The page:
Monday, October 12, 2009

Should PERL_UNICODE be considered harmful?

I set PERL_UNICODE to "SDL" as a matter of course when setting up my environment. This means that all of my filehandles will use the UTF-8 PerlIO layer unless the locale says otherwise or a specific layer is chosen explicitly. I do this because I don't want to have to worry about calling binmode or explicitly setting the PerlIO layer when opening a file:
open my $fh, "<:utf8", $filename
or die "could not open $filename: $!"
This has worked fine for me for years; however, recently I have noticed a few problems with it:
  • You cannot compile Perl will it set
  • Many modules fail their tests when it is set
  • Scripts that work just fine in your environment fail in other environments
  • since it affects all filehandles, it could cause bugs in modules (I have never actually seen this)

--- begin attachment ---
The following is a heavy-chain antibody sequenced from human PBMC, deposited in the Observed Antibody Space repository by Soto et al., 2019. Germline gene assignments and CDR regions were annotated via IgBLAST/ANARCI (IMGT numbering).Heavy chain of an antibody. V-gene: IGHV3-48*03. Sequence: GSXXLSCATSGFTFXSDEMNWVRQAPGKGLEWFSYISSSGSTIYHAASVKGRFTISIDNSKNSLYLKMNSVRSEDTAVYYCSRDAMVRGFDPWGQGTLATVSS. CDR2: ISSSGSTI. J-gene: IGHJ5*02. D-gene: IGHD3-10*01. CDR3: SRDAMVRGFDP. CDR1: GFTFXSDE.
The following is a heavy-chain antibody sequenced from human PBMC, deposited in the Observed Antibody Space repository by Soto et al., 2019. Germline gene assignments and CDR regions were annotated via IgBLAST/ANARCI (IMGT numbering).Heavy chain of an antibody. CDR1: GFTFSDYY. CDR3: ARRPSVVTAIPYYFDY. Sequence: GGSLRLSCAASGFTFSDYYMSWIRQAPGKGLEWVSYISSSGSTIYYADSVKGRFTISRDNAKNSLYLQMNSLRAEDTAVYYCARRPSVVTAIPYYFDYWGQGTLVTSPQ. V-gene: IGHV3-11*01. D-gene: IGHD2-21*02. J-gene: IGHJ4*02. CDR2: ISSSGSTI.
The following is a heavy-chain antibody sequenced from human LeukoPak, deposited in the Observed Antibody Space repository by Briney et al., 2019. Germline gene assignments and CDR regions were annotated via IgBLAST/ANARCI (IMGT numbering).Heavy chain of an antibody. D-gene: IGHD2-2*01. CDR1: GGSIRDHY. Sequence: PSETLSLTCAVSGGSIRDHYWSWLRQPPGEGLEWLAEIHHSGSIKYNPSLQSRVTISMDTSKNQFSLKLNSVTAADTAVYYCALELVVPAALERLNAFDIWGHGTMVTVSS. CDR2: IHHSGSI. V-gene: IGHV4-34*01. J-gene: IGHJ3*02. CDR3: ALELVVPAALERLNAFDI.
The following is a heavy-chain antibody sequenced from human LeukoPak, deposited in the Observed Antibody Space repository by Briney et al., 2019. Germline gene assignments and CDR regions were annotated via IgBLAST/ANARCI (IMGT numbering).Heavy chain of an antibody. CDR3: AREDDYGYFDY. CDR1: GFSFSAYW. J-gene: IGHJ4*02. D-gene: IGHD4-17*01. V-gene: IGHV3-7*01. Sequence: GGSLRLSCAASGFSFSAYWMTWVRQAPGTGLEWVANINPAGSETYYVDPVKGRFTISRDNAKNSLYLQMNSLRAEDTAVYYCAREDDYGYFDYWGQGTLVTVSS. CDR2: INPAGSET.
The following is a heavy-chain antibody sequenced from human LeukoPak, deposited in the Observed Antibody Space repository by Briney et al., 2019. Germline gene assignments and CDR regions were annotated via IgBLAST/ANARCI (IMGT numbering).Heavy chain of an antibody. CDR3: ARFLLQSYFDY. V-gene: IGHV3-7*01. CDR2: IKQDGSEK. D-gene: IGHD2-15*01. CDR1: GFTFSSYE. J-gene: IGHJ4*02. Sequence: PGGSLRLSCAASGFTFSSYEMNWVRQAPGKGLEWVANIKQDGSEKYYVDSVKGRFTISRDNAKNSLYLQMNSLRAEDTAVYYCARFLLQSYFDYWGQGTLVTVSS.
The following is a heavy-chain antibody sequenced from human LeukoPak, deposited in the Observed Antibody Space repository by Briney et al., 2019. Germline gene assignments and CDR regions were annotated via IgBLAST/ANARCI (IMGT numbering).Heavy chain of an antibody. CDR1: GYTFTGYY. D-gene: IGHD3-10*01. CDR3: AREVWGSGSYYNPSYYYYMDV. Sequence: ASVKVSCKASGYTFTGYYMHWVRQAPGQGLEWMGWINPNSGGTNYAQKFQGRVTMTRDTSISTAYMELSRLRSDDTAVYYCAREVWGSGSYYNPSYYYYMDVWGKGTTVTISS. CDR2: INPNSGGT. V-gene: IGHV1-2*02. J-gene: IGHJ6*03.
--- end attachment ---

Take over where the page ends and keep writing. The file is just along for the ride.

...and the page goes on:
Given these issues, I am starting to consider PERL_UNICODE harmful and thinking about giving it up.

Does anyone know of any arguments to keep using it, or, conversely, more arguments to stop using it?


  1. You should not be using the :utf8 layer. You want :encoding(UTF-8) instead. The :utf8 layer does nothing more than the equivalent of _utf8_on – you want to de-/encode the data instead.

  2. Thanks Aristotle, I don't tend to use the layers at all (since I use PERL_UNICODE), so I haven't paid much attention to which one I really want.


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